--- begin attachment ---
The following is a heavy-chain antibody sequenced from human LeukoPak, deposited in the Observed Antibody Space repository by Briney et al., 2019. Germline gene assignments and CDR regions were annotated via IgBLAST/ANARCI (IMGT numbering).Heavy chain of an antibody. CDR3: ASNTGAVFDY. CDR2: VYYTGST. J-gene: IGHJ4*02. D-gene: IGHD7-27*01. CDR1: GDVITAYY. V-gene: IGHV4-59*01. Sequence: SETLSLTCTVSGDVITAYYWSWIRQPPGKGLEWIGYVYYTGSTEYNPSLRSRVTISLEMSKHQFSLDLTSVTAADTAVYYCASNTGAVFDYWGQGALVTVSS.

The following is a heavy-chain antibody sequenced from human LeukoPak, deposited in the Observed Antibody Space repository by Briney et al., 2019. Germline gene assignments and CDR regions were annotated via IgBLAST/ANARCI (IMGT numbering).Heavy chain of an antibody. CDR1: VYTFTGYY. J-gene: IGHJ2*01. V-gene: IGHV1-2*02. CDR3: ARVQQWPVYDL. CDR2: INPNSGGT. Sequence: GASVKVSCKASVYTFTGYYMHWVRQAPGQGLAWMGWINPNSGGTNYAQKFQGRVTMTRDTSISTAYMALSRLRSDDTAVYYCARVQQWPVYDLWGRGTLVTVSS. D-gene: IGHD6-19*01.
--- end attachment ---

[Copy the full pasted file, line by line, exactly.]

The following is a heavy-chain antibody sequenced from human LeukoPak, deposited in the Observed Antibody Space repository by Briney et al., 2019. Germline gene assignments and CDR regions were annotated via IgBLAST/ANARCI (IMGT numbering).Heavy chain of an antibody. CDR3: ASNTGAVFDY. CDR2: VYYTGST. J-gene: IGHJ4*02. D-gene: IGHD7-27*01. CDR1: GDVITAYY. V-gene: IGHV4-59*01. Sequence: SETLSLTCTVSGDVITAYYWSWIRQPPGKGLEWIGYVYYTGSTEYNPSLRSRVTISLEMSKHQFSLDLTSVTAADTAVYYCASNTGAVFDYWGQGALVTVSS.

The following is a heavy-chain antibody sequenced from human LeukoPak, deposited in the Observed Antibody Space repository by Briney et al., 2019. Germline gene assignments and CDR regions were annotated via IgBLAST/ANARCI (IMGT numbering).Heavy chain of an antibody. CDR1: VYTFTGYY. J-gene: IGHJ2*01. V-gene: IGHV1-2*02. CDR3: ARVQQWPVYDL. CDR2: INPNSGGT. Sequence: GASVKVSCKASVYTFTGYYMHWVRQAPGQGLAWMGWINPNSGGTNYAQKFQGRVTMTRDTSISTAYMALSRLRSDDTAVYYCARVQQWPVYDLWGRGTLVTVSS. D-gene: IGHD6-19*01.